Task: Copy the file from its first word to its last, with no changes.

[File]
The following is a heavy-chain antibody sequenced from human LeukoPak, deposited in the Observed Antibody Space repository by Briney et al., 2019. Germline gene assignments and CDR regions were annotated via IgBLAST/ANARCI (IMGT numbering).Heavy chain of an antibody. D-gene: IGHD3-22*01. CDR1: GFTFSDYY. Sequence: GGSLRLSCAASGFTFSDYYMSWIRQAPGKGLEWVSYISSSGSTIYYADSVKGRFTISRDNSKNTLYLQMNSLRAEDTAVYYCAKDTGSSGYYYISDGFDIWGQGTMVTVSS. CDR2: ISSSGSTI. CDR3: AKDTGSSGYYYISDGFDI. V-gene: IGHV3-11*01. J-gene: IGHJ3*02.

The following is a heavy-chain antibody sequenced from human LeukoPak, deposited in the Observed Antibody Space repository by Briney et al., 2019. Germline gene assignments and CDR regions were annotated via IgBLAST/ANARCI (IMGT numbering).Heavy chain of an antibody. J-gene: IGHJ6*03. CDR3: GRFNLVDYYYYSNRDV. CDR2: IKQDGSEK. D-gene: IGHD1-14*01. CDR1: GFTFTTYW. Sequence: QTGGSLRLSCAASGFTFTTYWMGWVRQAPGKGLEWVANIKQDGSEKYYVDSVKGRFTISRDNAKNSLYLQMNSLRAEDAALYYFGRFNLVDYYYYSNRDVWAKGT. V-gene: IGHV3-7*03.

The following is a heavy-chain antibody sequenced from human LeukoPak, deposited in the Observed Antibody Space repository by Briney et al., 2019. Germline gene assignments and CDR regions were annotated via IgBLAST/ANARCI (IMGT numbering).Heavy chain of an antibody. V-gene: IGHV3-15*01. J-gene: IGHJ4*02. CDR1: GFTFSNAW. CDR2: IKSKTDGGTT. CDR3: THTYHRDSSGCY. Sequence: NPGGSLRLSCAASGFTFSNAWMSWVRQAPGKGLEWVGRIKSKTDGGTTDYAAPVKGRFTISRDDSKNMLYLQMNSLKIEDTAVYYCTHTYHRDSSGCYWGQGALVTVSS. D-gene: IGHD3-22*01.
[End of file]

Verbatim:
The following is a heavy-chain antibody sequenced from human LeukoPak, deposited in the Observed Antibody Space repository by Briney et al., 2019. Germline gene assignments and CDR regions were annotated via IgBLAST/ANARCI (IMGT numbering).Heavy chain of an antibody. D-gene: IGHD3-22*01. CDR1: GFTFSDYY. Sequence: GGSLRLSCAASGFTFSDYYMSWIRQAPGKGLEWVSYISSSGSTIYYADSVKGRFTISRDNSKNTLYLQMNSLRAEDTAVYYCAKDTGSSGYYYISDGFDIWGQGTMVTVSS. CDR2: ISSSGSTI. CDR3: AKDTGSSGYYYISDGFDI. V-gene: IGHV3-11*01. J-gene: IGHJ3*02.

The following is a heavy-chain antibody sequenced from human LeukoPak, deposited in the Observed Antibody Space repository by Briney et al., 2019. Germline gene assignments and CDR regions were annotated via IgBLAST/ANARCI (IMGT numbering).Heavy chain of an antibody. J-gene: IGHJ6*03. CDR3: GRFNLVDYYYYSNRDV. CDR2: IKQDGSEK. D-gene: IGHD1-14*01. CDR1: GFTFTTYW. Sequence: QTGGSLRLSCAASGFTFTTYWMGWVRQAPGKGLEWVANIKQDGSEKYYVDSVKGRFTISRDNAKNSLYLQMNSLRAEDAALYYFGRFNLVDYYYYSNRDVWAKGT. V-gene: IGHV3-7*03.

The following is a heavy-chain antibody sequenced from human LeukoPak, deposited in the Observed Antibody Space repository by Briney et al., 2019. Germline gene assignments and CDR regions were annotated via IgBLAST/ANARCI (IMGT numbering).Heavy chain of an antibody. V-gene: IGHV3-15*01. J-gene: IGHJ4*02. CDR1: GFTFSNAW. CDR2: IKSKTDGGTT. CDR3: THTYHRDSSGCY. Sequence: NPGGSLRLSCAASGFTFSNAWMSWVRQAPGKGLEWVGRIKSKTDGGTTDYAAPVKGRFTISRDDSKNMLYLQMNSLKIEDTAVYYCTHTYHRDSSGCYWGQGALVTVSS. D-gene: IGHD3-22*01.